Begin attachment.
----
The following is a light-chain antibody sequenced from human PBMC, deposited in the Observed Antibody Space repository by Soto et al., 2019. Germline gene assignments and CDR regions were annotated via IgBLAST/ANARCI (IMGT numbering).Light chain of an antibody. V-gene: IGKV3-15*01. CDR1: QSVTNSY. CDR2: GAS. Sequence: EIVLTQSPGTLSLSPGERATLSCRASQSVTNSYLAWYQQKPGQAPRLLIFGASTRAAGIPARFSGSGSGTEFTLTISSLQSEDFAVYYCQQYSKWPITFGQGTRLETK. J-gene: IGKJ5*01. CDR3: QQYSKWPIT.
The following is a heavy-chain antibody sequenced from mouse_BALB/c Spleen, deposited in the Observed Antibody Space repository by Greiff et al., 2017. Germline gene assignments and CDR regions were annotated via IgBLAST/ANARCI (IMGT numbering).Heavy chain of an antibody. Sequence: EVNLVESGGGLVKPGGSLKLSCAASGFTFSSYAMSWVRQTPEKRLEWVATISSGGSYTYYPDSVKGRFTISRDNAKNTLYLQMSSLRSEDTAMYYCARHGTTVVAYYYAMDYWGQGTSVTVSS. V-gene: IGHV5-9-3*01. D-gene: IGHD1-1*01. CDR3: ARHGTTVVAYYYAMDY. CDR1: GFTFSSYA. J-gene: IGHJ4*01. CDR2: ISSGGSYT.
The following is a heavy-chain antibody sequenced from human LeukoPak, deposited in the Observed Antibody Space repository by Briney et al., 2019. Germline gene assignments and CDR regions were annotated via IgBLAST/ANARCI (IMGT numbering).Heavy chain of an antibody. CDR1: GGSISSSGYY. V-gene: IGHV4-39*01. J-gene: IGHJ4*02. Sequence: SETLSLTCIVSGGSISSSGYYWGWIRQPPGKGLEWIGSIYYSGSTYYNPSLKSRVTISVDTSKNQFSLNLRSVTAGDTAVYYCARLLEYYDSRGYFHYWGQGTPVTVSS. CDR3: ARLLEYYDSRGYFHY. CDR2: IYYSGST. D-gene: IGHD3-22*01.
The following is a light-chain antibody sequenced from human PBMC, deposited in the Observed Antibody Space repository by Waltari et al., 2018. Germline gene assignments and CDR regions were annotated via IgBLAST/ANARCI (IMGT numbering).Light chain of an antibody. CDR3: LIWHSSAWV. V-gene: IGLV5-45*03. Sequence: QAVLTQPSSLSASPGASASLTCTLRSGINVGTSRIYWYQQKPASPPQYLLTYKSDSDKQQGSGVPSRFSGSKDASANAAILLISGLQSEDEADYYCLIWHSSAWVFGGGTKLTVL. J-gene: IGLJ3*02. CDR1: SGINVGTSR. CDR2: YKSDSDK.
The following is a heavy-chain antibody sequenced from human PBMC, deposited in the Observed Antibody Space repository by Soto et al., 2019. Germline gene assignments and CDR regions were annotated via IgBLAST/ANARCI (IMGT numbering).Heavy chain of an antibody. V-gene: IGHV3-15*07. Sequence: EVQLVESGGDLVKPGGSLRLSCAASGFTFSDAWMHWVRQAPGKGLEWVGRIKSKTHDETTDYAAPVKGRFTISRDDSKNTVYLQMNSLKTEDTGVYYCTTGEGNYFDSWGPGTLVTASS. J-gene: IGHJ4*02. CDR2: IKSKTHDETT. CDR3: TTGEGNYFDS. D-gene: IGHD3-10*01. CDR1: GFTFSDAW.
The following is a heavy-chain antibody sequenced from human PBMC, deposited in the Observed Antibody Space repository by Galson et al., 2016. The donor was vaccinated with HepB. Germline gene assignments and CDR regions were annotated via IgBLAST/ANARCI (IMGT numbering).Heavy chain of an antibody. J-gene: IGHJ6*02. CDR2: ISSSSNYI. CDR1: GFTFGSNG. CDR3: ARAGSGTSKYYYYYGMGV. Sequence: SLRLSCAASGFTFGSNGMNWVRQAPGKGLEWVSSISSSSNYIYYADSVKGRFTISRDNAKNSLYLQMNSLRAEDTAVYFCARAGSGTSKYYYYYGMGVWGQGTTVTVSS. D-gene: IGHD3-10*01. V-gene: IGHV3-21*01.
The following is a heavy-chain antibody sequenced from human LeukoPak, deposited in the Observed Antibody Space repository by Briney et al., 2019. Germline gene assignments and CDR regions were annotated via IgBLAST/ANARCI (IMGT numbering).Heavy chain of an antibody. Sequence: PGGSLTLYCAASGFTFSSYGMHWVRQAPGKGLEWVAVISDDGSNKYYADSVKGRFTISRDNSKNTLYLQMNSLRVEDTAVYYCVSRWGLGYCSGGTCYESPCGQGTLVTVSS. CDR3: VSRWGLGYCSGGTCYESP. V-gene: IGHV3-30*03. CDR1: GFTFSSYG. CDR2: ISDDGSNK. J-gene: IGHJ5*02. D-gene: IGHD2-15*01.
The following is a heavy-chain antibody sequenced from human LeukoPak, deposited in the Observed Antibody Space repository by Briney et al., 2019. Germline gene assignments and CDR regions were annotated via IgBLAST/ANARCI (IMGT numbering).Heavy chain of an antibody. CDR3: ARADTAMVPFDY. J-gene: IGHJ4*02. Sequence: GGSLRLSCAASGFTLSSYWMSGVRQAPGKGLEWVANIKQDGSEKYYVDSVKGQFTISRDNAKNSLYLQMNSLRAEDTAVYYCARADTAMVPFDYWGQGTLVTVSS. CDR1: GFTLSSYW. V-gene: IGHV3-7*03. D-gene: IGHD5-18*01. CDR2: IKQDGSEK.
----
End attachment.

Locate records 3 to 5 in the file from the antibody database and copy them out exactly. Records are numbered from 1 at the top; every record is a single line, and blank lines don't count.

The following is a heavy-chain antibody sequenced from human LeukoPak, deposited in the Observed Antibody Space repository by Briney et al., 2019. Germline gene assignments and CDR regions were annotated via IgBLAST/ANARCI (IMGT numbering).Heavy chain of an antibody. CDR1: GGSISSSGYY. V-gene: IGHV4-39*01. J-gene: IGHJ4*02. Sequence: SETLSLTCIVSGGSISSSGYYWGWIRQPPGKGLEWIGSIYYSGSTYYNPSLKSRVTISVDTSKNQFSLNLRSVTAGDTAVYYCARLLEYYDSRGYFHYWGQGTPVTVSS. CDR3: ARLLEYYDSRGYFHY. CDR2: IYYSGST. D-gene: IGHD3-22*01.
The following is a light-chain antibody sequenced from human PBMC, deposited in the Observed Antibody Space repository by Waltari et al., 2018. Germline gene assignments and CDR regions were annotated via IgBLAST/ANARCI (IMGT numbering).Light chain of an antibody. CDR3: LIWHSSAWV. V-gene: IGLV5-45*03. Sequence: QAVLTQPSSLSASPGASASLTCTLRSGINVGTSRIYWYQQKPASPPQYLLTYKSDSDKQQGSGVPSRFSGSKDASANAAILLISGLQSEDEADYYCLIWHSSAWVFGGGTKLTVL. J-gene: IGLJ3*02. CDR1: SGINVGTSR. CDR2: YKSDSDK.
The following is a heavy-chain antibody sequenced from human PBMC, deposited in the Observed Antibody Space repository by Soto et al., 2019. Germline gene assignments and CDR regions were annotated via IgBLAST/ANARCI (IMGT numbering).Heavy chain of an antibody. V-gene: IGHV3-15*07. Sequence: EVQLVESGGDLVKPGGSLRLSCAASGFTFSDAWMHWVRQAPGKGLEWVGRIKSKTHDETTDYAAPVKGRFTISRDDSKNTVYLQMNSLKTEDTGVYYCTTGEGNYFDSWGPGTLVTASS. J-gene: IGHJ4*02. CDR2: IKSKTHDETT. CDR3: TTGEGNYFDS. D-gene: IGHD3-10*01. CDR1: GFTFSDAW.